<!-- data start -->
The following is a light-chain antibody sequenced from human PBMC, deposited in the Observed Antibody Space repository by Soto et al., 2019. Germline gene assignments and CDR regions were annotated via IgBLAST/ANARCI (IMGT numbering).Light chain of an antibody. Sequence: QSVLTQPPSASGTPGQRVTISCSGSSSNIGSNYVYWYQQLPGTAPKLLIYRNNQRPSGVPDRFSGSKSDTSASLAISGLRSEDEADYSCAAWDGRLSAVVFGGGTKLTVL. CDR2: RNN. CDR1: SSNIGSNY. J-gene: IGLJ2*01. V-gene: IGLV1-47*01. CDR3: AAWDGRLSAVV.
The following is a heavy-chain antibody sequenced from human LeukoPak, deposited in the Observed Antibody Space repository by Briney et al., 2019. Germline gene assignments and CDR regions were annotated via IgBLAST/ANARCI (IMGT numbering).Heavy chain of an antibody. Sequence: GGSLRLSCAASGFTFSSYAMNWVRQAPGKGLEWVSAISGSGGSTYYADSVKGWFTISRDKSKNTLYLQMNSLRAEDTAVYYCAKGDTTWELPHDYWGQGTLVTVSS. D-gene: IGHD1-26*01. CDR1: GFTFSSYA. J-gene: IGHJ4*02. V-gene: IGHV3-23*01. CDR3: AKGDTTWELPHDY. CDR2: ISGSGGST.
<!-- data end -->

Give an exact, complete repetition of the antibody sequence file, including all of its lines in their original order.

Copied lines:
The following is a light-chain antibody sequenced from human PBMC, deposited in the Observed Antibody Space repository by Soto et al., 2019. Germline gene assignments and CDR regions were annotated via IgBLAST/ANARCI (IMGT numbering).Light chain of an antibody. Sequence: QSVLTQPPSASGTPGQRVTISCSGSSSNIGSNYVYWYQQLPGTAPKLLIYRNNQRPSGVPDRFSGSKSDTSASLAISGLRSEDEADYSCAAWDGRLSAVVFGGGTKLTVL. CDR2: RNN. CDR1: SSNIGSNY. J-gene: IGLJ2*01. V-gene: IGLV1-47*01. CDR3: AAWDGRLSAVV.
The following is a heavy-chain antibody sequenced from human LeukoPak, deposited in the Observed Antibody Space repository by Briney et al., 2019. Germline gene assignments and CDR regions were annotated via IgBLAST/ANARCI (IMGT numbering).Heavy chain of an antibody. Sequence: GGSLRLSCAASGFTFSSYAMNWVRQAPGKGLEWVSAISGSGGSTYYADSVKGWFTISRDKSKNTLYLQMNSLRAEDTAVYYCAKGDTTWELPHDYWGQGTLVTVSS. D-gene: IGHD1-26*01. CDR1: GFTFSSYA. J-gene: IGHJ4*02. V-gene: IGHV3-23*01. CDR3: AKGDTTWELPHDY. CDR2: ISGSGGST.